Alistair Maclean's Web Site
Nikon D200


Way back when, setting up and taking a picture in natural light was quite easy; just workout the light, set the f-stop and shutter speed, and blast away, cranking the film advance with each successive click. GONE! The new century is upon us, and so comes the Digital SLR. The Nikon D200 is one of the latest such systems. It's a third generation Nikon digital single lens reflex (D-SLR) system, and one that is, to put it frankly, extremely feature rich. Taking a photo is now so much simpler, and at the same time, so much harder.

Nikon D200

Nikon D200

The goodies start with a magnesium chassis intended to reduce weight, and go on and on. Gone is the opening film back, replaced by a 2.5" LCD screen. A popup flash unit lives a top the penta-prism (not actually sure a prism is in there, but its not just an electronic viewfinder, as an image is visible even with the battery removed). The control layout is reminisent of the F100, though I have to say some controls like the autofocus sensor selector/menu cursor work much better than on the older camera. There are many more buttons and levers on this than on a film camera; there is a lever to release the memory stick, for setting the autofocus type, for setting the metering mode, and selecting lens manual or autofocus.

The menu system (shown on the big 2.5" screen on the back) is used to configure the myriad settings. It is bright and easy to read, even for me and my reading glasses prone sight It's a good job the screen is big though, there are a lot of options to disply and set.

The default settings for the camera are pretty good, though I soon turned off, or down, some of the bells and whistles that sound as you try to take pictures. I did particularly like the guidelines in the viewfinder option, it really helps with straightening pictures up. One thing you have to work out is what mode you are going to save images in. By default the camera saves in high res Jpeg format. This allows a pretty reasonable number of shots. I got a 2GB card with this system, which saving a RAW file at full resolution and a low resolution Jpeg, allows me some 109 shots (according to the counter, and presumably this is dependant to a small extent on the compression that is achieved on those jpegs). One option I have not set up yet, it to save the RAW files in a compressed form.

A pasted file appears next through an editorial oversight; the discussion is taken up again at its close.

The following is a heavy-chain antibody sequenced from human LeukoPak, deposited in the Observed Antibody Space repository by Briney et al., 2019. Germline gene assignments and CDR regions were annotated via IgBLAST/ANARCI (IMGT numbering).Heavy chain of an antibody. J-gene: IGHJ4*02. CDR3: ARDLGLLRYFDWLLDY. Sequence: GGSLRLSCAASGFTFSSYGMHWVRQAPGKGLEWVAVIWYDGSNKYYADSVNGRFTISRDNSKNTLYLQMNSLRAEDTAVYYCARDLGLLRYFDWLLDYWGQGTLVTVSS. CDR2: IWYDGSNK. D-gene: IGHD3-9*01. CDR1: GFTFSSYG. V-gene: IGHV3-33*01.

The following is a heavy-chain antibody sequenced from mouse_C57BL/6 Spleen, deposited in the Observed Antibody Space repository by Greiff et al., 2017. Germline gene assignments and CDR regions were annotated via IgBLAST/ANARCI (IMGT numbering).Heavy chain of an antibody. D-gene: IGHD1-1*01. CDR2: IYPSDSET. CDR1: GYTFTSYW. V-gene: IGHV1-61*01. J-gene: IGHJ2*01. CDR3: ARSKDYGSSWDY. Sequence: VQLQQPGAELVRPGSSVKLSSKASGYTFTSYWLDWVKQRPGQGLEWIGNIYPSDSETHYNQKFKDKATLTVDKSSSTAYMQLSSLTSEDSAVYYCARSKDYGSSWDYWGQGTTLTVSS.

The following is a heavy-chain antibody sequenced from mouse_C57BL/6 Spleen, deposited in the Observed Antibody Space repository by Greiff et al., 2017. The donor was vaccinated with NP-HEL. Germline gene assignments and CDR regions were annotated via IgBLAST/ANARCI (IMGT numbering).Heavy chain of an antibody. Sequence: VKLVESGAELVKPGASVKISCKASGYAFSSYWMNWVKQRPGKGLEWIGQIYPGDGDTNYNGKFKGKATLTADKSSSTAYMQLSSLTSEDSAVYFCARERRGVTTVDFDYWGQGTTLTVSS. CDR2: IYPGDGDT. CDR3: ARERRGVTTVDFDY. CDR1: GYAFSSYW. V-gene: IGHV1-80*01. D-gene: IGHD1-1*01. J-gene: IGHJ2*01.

Taking a picture is certainly a lot like it is on an F100. Select the mode you want to operate in (manual, aperture, shutter, or programmed), set up your metering, select an autofocus point and then blast away.

The big change comes in being able to view those images on the back screen. It's big enough to tell you if you messed up (mistakes are cleaned up with two swift taps on the garbage bin button). If you hunt through the menu settings you can also enable the various histograms that start to give you an idea of how the white balance is working out, (White balance? There's something new to learn about) and where you are loosing detail. These are all new aspects to using a digital camera that I have yet to master, in any way, manner or form. (Go to Play back menu [top menu, like a play button], then Display Mode, then select each of the types of data you want to see when you review the image.)

Having got a bunch of images, you now need to so something with them. This is where digital photography deviates so much from film. You have 2 choices to get the images out: either hook up the USB cable and dump to your computer, or pop out the memory card. put it in a card reader and load the images directly to the computer. Both seem to work well enough, though I think using the card reader is quicker, if less convienient.

To mess with the images you now need a program that can manipulate them. There are several good applications out there. I chose to update my Photoshop to the latest CS2 version, and use the latest RAW file plug-in (which you need to get from the Adobe web site - the one on the CS2 CD does not recognise the D200 format.)

Getting the camera.

It's not such an easy deal getting one of these new cameras, there is a great deal of demand for them. I tried to find sources for the camera but most were out of stock. What I did notice was that the camera comes in one of three offerings: a body only; a kit body with 2 lenses; and a kit with body and a single lens. I found the single lens kit available at B&H camera, and ordered it. As the photo sensor is smaller in area than 35mm film, it changes the effective focal length of your lenses, I therefore needed to get a decent wide angle lens, and the single lens kit offered an 18-70mm lens. The lens has a good focal range. The other lenses I have will do fine, just being effectively a bit longer.

The camera was delivered inside a week. Don't expect this if you (back) order the body only.

There is a lot to learn in using this camera. The instruction manual (about an inch thickness of English and Spanish manuals) looks detailed, and will take some time to read. It looks to have a good index though. The nature of digital photography lends itself to learning, with easy image creation and disposal as a hallmark, and which allows us all to experiment without dramatic film costs.

9 Months, 1800 images.